The Republicans deserved to lose.
This election's are testament to Barack Obama's oratory, background, and skills as a politician. They also amount to a repudiation of today's Republican Party.
The rejection is richly deserved. Over the last eight years, Republican politicians increased the national debt by roughly 2.5 times, ran up what may be a in an unnecessary war in Iraq, and spent hundreds of billions on a that seems to be doing little good.
Then there was the debacle called Gitmo, a general disdain for basic principles of federalism, the warrantless wiretapping program and hostility to the rule of law, the ascent of so-called neoconservatives, and dizzying fiscal recklessness and government growth. In this decade alone, over 700,000 new pages of proposed or final federal regulations have appeared.
President Bush can claim some successes, including his , his for immigration reform, and his enthusiasm for free trade (with some ). He was on the right track with for Social Security and health savings too.
But those stands can't make up for the rest of his party's policies, such as its enthusiasm for a war that has yielded and caused the deaths of thousands of American troops and at least 88,000 Iraqi civilians.
If a Democrat had proposed many of the above ideas, Republicans would have yowled. Instead, they adopted them as part of the GOP platform.
No wonder we're not hearing about President-Elect John McCain today.
Perhaps this was an impossible election for any Republican to win. But it was McCain's position during the September debate over the bailout bill that seemed to doom his campaign.
In mid-September, both McCain and Obama enjoyed roughly even odds of winning. Then, after the Arizona senator signed onto the bailout, he slipped so far down he could never climb back. Republican pollster Frank Luntz says McCain could have been a "hero to tens of millions of hard-working middle-class voters who resent seeing their tax dollars handed over to fund the retirement packages of the Billionaire Boys Club."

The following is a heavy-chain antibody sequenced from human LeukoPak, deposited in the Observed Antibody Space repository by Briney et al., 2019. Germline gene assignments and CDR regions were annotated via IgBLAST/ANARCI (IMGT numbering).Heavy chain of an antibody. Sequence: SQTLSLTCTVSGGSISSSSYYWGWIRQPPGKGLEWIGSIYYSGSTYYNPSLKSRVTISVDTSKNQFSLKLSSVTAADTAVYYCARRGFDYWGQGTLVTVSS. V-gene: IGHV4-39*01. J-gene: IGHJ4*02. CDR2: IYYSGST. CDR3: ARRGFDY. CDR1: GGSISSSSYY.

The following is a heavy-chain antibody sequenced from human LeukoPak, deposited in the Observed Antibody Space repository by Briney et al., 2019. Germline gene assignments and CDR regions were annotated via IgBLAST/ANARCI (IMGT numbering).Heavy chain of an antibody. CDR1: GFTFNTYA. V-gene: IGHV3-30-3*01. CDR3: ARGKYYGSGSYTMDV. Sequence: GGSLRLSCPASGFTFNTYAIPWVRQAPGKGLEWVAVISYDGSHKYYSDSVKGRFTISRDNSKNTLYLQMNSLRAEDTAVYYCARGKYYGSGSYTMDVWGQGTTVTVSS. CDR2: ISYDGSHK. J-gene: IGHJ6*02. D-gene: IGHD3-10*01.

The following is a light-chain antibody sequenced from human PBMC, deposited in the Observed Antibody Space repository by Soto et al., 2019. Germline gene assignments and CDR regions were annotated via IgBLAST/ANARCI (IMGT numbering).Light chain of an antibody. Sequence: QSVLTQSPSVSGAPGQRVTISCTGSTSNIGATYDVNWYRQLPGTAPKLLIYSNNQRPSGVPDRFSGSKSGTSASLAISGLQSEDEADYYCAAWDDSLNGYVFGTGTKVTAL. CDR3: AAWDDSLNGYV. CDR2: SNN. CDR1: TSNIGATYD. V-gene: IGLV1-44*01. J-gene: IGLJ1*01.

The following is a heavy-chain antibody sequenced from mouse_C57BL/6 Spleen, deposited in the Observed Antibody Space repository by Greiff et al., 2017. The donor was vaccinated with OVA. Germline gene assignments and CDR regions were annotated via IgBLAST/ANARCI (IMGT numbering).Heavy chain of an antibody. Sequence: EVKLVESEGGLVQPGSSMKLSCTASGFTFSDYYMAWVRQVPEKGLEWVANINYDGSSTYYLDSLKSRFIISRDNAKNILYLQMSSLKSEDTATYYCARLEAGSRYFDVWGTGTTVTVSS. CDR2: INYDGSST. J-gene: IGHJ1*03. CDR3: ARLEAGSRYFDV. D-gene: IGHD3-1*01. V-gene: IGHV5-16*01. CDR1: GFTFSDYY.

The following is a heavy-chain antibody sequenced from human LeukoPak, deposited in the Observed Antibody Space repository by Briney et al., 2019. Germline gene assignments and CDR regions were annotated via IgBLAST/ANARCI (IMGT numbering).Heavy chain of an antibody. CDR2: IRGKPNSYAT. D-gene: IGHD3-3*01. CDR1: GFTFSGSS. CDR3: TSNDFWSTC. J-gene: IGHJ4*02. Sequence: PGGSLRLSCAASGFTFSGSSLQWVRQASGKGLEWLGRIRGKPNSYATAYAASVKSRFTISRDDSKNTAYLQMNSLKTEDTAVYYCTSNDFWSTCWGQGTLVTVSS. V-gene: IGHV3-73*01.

From the Republicans' perspective, perhaps the best that can be said about their losses on Tuesday is that the GOP has been given a second chance to figure out what its principles are.
In a 1975 magazine interview, Ronald Reagan said: "I believe the very heart and soul of conservatism is libertarianism... The basis of conservatism is a desire for less government interference or less centralized authority or more individual freedom and this is a pretty general description also of what libertarianism is."
Unfortunately, that describes concepts that today's Republicans have either discarded or forgotten. Neither the act of creating the U.S. Department of Homeland Security nor the choice to push for the No Child Left Behind law, to take just two examples, would jibe with Reagan's ideas of "less government interference" and "less centralized authority."
Neglect of those principles has created a dangerous situation in the U.S. Congress, where Democrats have just and are close to becoming a political monopoly.
Neither party is especially prudent on fiscal matters, of course. But the ability of either to exercise monopoly power in Washington, or something close to it, should worry anyone concerned about limits on government and worried about new taxes and harmful restrictions on free trade.
Divided government has its benefits. One calculation says the best times for the U.S. stock market -- a 20.2 percent stock market return and a 4 percent GDP increase -- happened under a Democratic president and a Republican Congress. Then there's the remarkable stock market boom after the 1994 mid-term election.
If the GOP can do some honest soul-searching and kick its big government addiction, it might get somewhere in the 2010 elections. Otherwise, we may have just witnessed the dawn of a long-lasting Democratic majority.
Too many Republicans have gotten away with talking up free markets, limited government, and the power of the individual, while quietly doing the opposite once elected. This year, at least, voters seemed to have figured that out.
Declan McCullagh is the chief political correspondent for CNET. He previously was Wired's Washington bureau chief and a reporter for Time.com and Time magazine in Washington, D.C. He has taught journalism, public policy, and First Amendment law. He is an occasional programmer, avid analog and digital photographer, and lives in the San Francisco Bay area. His e-mail address is firstname.lastname@example.org
By Declan McCullagh